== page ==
Experts offer advice for successful return to in-person learning

RALEIGH, N.C. (WTVD) -- Ngoc Tran is a mother of three preparing to send her kids back to school.

She is looking forward to a slight return to normalcy and getting a break from the kitchen.

"I won't be cooking all day long," Tran said. "I am spending a lot of time and money, feeding three hungry, growing kids."

Her children are heading back to three different Wake County schools on March 1.

"It'll be the morning crush, getting people fed, getting lunches packed. It'll be an interesting adjustment," Tran said.

Daughter Liliane is embarking on her high school career at Enloe.

"I'm kind of nervous because I don't know how it's gonna go and how it's gonna be switching from virtual to in-person and then back again every couple of weeks," said Liliane DeMarco.

Her older brother, Nate, is excited to return to Athens Drive High School.

"I like schooling at school a lot better," Nate DeMarco said. "It's the environment, it's better to focus, and for the social interactions."

Younger brother Jake went back to school briefly last semester at Ligon Middle School, and he has been telling the rest of the family what to expect.

"It's tricky and you definitely take adjusting to, because the first day I was weirded out," Jake DeMarco said. "I got new classes and stuff and there's new kids and you don't really know who those new kids are."

Experts say children and parents should expect some challenges in making the transition from remote learning to in-person instruction.

"Things are not the same as they used to be," said Laura Tierney of The Social Institute in Durham. "Students have one-way hallways, they have socially distant lunches, there's smaller classrooms and I think for students it's getting in the right mindset and setting up the right routine."

Tierney's organization partners with schools to help students with social-emotional health.

She recommends families discuss a plan for the return to the classroom.

"I think for families right now, one of the best things that you could do is think five steps ahead of the play, plan ahead as much as you can and game plan what your morning might look like, your school routines what might they look like, and for younger students even consider doing a run-through, so they're best prepped for whatever routine they might face."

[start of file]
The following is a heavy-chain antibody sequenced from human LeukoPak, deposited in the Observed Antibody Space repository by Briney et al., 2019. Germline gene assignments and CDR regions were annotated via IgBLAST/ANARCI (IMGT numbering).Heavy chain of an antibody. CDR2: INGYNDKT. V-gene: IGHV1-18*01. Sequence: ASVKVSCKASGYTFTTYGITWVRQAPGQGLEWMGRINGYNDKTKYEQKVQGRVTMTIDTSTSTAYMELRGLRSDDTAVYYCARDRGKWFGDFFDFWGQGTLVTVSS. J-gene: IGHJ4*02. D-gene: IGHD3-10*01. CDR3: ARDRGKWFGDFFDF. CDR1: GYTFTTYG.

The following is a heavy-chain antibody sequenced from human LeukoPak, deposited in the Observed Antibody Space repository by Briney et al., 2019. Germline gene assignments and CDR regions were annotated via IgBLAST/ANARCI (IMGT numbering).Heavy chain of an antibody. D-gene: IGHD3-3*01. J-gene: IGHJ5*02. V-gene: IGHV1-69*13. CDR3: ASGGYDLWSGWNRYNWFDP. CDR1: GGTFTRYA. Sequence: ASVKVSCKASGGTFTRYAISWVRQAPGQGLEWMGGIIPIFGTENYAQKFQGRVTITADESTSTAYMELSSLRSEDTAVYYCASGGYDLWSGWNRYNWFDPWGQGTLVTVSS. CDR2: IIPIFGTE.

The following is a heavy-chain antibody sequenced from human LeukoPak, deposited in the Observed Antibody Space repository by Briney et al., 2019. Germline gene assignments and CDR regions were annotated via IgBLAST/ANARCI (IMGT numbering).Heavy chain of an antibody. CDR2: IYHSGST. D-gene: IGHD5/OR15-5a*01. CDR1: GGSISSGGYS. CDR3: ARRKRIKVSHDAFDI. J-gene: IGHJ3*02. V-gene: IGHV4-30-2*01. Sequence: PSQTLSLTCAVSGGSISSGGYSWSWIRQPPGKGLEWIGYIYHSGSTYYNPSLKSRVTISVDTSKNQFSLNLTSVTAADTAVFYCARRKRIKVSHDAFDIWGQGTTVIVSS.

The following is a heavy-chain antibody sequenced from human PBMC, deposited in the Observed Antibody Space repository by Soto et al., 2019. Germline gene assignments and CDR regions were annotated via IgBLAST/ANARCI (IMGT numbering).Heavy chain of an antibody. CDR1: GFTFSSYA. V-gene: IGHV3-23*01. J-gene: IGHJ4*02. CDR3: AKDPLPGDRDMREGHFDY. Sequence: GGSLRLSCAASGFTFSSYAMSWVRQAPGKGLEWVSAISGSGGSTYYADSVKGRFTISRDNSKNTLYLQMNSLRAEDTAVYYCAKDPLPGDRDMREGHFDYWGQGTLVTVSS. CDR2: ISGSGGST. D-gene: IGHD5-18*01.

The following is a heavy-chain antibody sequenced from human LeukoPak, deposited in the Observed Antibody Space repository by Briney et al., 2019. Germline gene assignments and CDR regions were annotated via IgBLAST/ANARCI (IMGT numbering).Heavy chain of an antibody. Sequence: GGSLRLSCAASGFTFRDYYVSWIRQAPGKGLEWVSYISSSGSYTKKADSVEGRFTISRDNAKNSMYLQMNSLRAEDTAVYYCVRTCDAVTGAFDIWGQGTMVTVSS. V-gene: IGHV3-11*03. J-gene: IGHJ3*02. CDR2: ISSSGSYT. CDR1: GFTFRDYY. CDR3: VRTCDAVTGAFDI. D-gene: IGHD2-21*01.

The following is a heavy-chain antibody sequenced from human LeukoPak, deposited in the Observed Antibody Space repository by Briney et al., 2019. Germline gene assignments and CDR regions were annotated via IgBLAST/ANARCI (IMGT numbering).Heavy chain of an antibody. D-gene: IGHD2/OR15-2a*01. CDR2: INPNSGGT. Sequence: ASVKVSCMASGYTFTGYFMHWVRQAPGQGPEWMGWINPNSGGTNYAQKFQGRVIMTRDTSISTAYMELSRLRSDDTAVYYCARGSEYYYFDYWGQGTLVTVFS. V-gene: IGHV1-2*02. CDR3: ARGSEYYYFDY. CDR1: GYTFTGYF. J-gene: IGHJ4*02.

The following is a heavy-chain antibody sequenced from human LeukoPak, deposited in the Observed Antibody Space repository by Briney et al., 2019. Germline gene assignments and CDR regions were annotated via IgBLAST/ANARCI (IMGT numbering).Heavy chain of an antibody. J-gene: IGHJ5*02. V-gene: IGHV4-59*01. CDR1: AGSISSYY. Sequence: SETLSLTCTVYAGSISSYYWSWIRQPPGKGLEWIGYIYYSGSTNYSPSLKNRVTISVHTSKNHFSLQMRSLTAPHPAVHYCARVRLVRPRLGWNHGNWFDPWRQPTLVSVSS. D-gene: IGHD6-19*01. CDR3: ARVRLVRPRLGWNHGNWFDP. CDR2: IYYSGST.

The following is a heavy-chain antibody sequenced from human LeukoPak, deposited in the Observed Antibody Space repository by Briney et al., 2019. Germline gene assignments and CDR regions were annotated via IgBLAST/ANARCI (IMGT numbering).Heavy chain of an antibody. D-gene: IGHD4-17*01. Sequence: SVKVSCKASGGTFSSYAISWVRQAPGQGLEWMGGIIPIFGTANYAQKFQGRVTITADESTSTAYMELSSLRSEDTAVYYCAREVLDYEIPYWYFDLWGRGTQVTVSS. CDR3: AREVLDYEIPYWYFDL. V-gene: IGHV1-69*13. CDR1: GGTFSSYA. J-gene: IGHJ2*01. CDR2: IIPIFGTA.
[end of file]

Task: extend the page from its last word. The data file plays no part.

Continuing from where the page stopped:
Tierney said she believes it is normal for children to feel anxiety about the change.

"Whenever we're going through something for the first time, there's always worries about what that might be like. The more that students can flip the script and try to find the positives in going back and see the silver linings in this situation, I think it helps be ready for whatever you're going to face in and outside the classroom," Tierney said.

The pivot from remote learning to classroom instruction will also be a transition for educators.

"I've had informal conversations with teachers and they cannot wait," said Dr. Patricia Hilliard of the Friday Institute for Educational Innovation at NC State University. "This is what they do for a living. They cannot wait to teach their students."

Hilliard coaches teachers to more effective in the classroom and she has advice for families.

"Communicate with the school as to what is working and what is not working," said Hilliard. "One of the great advantages of us going to remote learning is it really gave parents a chance to see what's happening inside the school because the school was their dining room, it was their living room, it was their den, so they really got a chance to interact more with the teachers with the administrators in the school."

Tran and her kids are keeping an open mind about the return to the classroom and they understand flexibility will be the key.

"It'll just be kind of a watch and see, play it by ear, be cautious, but optimistic because we all want to get back to normal life," said Tran. "I will miss them, but you know, not terribly enough to not want them back in school."
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